2009 UK Airshows

JUN 13 2009
Airshows >> UK: 2009 Royal Air Force Typhoon Display Pilot - Sqn Ldr Scott Loughran

Talking to Sqn Ldr Scott Loughran about flying the Typhoon, one thing quickly becomes apparent; his great enthusiasm for what he does is very real and in a strange way a little infectious. For someone who at this point is as close to a Typhoon as he’s ever been I can’t help but find myself feeling like a kid at an airshow again.

“It’s just awesome” Scott says.

We are sitting sunning ourselves on a bench outside VASS (Visiting Aircraft Support Section) at RAF Shawbury. It’s Saturday 13th June and less than 24 hours before the annual airshow at RAF Cosford where Typhoon will be one of highlights. Forty minutes ago he was practising his routine at Cosford before flying in to Shawbury with its 6000 ft runway. We are both looking across at the two imposing Typhoons, just yards away from us on an almost deserted hard-standing, with a single Hawk looking rather small and inconsequential by comparison.

“It continues to impress me after two and half years of flying it, which shouldn’t really be surprising as it is a fourth generation fighter, but it is just fantastic.”

Scott can clearly remember the moment when he first decided that he wanted to be a pilot. Watching a television programme on ‘Search And Rescue’ he saw a crewman scramble to the chopper and dive in, not through the door, but through the window. The film cut to the cockpit and showed the pilots, cockpit, dials and instruments with Scott thinking ‘that’s what I’d like to do’.

Born in Paisley, Scott’s journey to Typhoon has been a fascinating one via Tornado F.3 as navigator on 43(F) Squadron at RAF Leuchars where he contributed to the F.3’s presence on Quick Reaction Alert (QRA) in the UK and Falkland Islands. Having successfully qualified as pilot, Scott went on to then fly the Jaguar with 54(F) Squadron at RAF Coltishall where he was immediately deployed to Turkey as part of Operation Northern Watch and the build up to Op Telic. He left 54(F) Sqn shortly before they disbanded in 2005 but not before taking part in a number of overseas exercises in North America, Europe and the Middle East.

Moving to the Typhoon Force as an instructor within the Typhoon Training Facility, in July 2006 Scott joined 29(R) Squadron where, on completion of the OCU he remained and trained as a Qualified Pilot Instructor (QPI). Towards the end of the 2008 airshow ‘season’, pilots assigned to 29(R) were invited to apply for the 2009 Typhoon display slot and it says much about the popularity of the role when Scott tells me that every single eligible pilot bar one applied for the job. It also says something about Scott that he was the successful candidate.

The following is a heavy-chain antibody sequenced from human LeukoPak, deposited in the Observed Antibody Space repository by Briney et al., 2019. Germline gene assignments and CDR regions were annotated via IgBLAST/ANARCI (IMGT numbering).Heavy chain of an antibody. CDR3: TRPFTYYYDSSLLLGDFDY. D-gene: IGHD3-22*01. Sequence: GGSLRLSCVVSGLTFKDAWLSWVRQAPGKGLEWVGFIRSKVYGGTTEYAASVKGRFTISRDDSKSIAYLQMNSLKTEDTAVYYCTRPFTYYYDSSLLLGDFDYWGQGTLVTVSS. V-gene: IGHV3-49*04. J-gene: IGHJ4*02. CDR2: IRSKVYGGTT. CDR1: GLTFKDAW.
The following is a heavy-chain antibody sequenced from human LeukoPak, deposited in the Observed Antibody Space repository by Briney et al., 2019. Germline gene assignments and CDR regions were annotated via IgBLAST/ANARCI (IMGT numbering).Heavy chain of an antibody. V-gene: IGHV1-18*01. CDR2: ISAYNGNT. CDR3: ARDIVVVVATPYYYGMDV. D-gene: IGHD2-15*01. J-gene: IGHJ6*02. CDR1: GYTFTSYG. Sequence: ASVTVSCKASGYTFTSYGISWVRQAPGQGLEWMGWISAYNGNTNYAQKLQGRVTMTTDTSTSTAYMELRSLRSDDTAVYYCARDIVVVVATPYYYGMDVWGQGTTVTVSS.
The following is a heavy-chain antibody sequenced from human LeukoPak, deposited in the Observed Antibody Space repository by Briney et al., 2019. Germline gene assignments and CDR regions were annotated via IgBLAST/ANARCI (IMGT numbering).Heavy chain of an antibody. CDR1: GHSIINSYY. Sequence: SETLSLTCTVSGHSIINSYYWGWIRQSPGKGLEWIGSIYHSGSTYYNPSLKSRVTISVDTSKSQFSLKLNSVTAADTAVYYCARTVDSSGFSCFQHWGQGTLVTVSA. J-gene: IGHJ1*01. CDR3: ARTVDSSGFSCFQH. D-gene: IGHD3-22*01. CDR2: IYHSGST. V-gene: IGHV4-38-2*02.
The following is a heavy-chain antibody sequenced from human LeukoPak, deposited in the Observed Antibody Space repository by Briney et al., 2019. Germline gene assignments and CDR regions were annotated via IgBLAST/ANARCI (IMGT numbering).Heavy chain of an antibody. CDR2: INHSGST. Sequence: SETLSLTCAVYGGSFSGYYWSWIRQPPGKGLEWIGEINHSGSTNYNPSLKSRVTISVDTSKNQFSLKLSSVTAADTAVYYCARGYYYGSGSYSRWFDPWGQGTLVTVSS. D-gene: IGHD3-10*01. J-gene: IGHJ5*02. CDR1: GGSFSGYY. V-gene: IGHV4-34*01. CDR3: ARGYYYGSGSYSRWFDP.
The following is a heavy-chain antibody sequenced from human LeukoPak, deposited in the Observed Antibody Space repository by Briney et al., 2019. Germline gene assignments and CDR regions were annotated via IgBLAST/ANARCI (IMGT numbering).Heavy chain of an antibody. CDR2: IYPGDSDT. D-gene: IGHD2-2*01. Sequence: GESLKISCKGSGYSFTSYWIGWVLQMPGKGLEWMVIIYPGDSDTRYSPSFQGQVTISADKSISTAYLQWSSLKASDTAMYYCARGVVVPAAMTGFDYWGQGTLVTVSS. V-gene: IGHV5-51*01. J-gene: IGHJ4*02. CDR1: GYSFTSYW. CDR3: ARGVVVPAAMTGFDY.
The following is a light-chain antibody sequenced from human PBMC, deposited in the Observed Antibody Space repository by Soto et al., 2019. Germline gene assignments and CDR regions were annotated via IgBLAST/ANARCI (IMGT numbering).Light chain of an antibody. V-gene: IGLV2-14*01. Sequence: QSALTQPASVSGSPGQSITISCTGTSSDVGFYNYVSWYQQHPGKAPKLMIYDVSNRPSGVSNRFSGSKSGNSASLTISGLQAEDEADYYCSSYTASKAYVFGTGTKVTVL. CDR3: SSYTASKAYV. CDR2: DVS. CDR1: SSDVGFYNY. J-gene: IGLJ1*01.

Is his life this good every single day I wonder?

“It isn’t necessary to always operate the aircraft to its limits, during BVR (beyond visual range) sorties for example, but the performance is really impressive during dissimilar air combat training (DACT). If you’re flying against another Typhoon you kind of forget that you are turning incredibly hard or that the aircraft has a huge thrust advantage, simply because the aircraft you are fighting against is another Typhoon. Then you then go and employ the same tactics against an F-16 or Mirage and very quickly you are in a position to bring weapons to bear, sometimes you need that comparison to bring it all home.”

Display flying is a demanding task for any pilot and Scott readily admits that in Typhoon that this is especially true from a physical perspective.

“One of my favourite stats from flying the display is that when I push out of my inverted pass the jet is registering minus 1 ˝ G, I then roll the aircraft, give her full back-stick and immediately pull to 9 G, the aircraft almost instantaneously transferring 10 ˝ G so yes, that is demanding.”

Not however as demanding as a tactical sortie he says, suggesting that nothing can compete with the demands of fighting your way in, laser designating targets and then fighting your way back out. Typhoon is a true multi-role weapon system with situational awareness and the pilot’s capacity to process information stretched to their limits when performing this kind of mission.

“The aircraft is essentially an easy aircraft to max perform. Regardless of height, speed or power setting I can pull back on the stick and the aircraft will always give me the maximum performance in terms of G or ALPHA (angle of attack). It looks after it all for me.”

Having been selected as display pilot for the 2009 season much of Scott’s work-up was initially carried out in the full Typhoon simulator at RAF Coningsby, one of numerous ground-based training options at the base, but looking back he admits that when he first flew in the back-seat so 2008 Display Pilot Flt Lt Charlie Matthews could show him the ropes it was quite an experience. “It was an eye-opener that’s for sure.” he says with a smile.

“You see things from the cockpit that only other people who have displayed the Typhoon have seen. Anyone on the squadrons can take the jet up and fly aerobatics with a base height of 5000 feet, but when you are 90 degree nose down at 2500 feet it is definitely something new and that takes a little while to acclimatise to. Also, I would much rather display it from the front seat than be a passenger, which always makes you a little more nervous!”

With both variants sitting quietly in front of us we briefly discuss the negligible difference between displaying the single seat jet, designated F.2 (FGR.4 for newer aircraft) and the T.1 (T.3 for newer aircraft) two-seat ‘twin-sticker’ then Scott says there is one thing he must tell me regarding a marked difference between jets on the squadron.

“I don’t want to bore you......”

Not even close.